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Home Inspections Blog

Carbon Monoxide Detectors: Facts and Tips

You might have heard of carbon monoxide as a silent killer. It’s truly undetectable to the human eye and nose and hundreds of people die from it every year in the United States.

This gas has no color or odor and forms from gas, oil, wood, and coal as a result of faulty appliances and other sources in your home. Some places carbon monoxide originates from include:

  • Furnaces
  • Stoves and ovens
  • Clothes dryers
  • Grills (gas and charcoal)
  • Automobile engines
  • And more

These sources are found in almost every home, and if they’re malfunctioning or installed poorly, they could put you at risk of carbon monoxide poisoning. If the gas is present in your home, the only way to make sure you’re aware of it is to install a carbon monoxide detector in your home.

Where to avoid installing your carbon monoxide detector

If you’ve recently purchased a carbon monoxide detector, you’ve made a great decision that could save your life in the future. However, there are places in your home to avoid when choosing a place to install it. Places to avoid include:

  • Immediate proximity of fuel-burning appliances (under 5 feet away)
  • Bathrooms and other humid areas
  • Near places where chemicals are stored, such as kitchens
  • Garages, furnace rooms, or other dusty and dirty places.
  • Crawlspaces, attics, and porches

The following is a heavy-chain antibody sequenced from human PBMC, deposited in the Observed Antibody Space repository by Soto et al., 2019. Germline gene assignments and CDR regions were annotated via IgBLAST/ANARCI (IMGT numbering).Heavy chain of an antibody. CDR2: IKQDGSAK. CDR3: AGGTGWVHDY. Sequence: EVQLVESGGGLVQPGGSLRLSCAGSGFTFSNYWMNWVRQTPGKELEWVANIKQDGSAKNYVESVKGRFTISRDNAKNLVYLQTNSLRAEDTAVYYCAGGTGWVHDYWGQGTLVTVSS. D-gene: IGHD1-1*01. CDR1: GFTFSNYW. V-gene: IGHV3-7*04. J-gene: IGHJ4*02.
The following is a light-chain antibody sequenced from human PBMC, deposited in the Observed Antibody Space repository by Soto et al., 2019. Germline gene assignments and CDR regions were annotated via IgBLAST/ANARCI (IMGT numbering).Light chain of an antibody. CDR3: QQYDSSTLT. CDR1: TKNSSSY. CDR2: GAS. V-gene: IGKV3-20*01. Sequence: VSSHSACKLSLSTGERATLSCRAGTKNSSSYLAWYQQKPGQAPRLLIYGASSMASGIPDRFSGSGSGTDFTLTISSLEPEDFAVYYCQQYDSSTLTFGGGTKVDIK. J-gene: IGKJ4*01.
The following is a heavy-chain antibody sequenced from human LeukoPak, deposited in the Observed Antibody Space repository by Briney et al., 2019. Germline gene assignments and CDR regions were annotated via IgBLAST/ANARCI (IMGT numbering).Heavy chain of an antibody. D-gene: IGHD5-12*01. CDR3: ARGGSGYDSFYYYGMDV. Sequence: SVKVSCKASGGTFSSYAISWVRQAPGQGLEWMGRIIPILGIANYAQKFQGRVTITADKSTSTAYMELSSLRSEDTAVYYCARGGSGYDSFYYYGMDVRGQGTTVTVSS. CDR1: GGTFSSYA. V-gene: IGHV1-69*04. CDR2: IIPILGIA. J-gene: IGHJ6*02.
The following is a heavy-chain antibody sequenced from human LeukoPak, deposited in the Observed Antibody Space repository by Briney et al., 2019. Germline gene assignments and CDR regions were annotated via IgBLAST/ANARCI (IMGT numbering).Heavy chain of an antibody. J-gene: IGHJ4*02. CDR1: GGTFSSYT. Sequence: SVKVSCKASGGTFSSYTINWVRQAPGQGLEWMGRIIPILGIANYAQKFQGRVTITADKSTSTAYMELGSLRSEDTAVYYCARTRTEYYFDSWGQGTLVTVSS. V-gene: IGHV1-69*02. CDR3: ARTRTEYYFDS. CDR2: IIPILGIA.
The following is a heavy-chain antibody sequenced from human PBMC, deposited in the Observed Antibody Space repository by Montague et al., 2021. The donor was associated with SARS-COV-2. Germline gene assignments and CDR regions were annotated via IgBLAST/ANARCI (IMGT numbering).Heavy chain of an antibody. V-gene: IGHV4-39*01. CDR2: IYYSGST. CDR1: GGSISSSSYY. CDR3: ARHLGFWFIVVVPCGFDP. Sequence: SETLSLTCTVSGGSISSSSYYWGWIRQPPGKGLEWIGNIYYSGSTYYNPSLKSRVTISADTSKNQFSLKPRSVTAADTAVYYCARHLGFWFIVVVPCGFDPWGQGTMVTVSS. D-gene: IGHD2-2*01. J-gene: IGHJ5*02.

• Near ceiling fans, vents, A/C units, and windows

Seems like there are a lot of places to avoid, right? It may seem tedious, but you can never be too careful when it comes to carbon monoxide and safety.

Where to install your carbon monoxide detector

Now that you know some bad locations for a carbon monoxide detector, it’s important to know the good locations. The best parts of your house to install a carbon monoxide detector include:

  • 10 feet or less from each bedroom door and close to all sleeping areas
  • Each and every floor of the house
  • Close to, but not directly above, combustion appliances like furnaces, water heaters, fireplaces
  • On the ceiling of rooms with a permanently installed fuel-burning appliances
  • Every HVAC zone of the house (and commercial buildings)

Carbon monoxide is an extremely dangerous gas that must be taken seriously. In addition to adding detectors to your home, you should also consider home inspections and yearly appliance inspections. If you need a home inspection, we’re here to help. Contact us today to schedule a home inspection!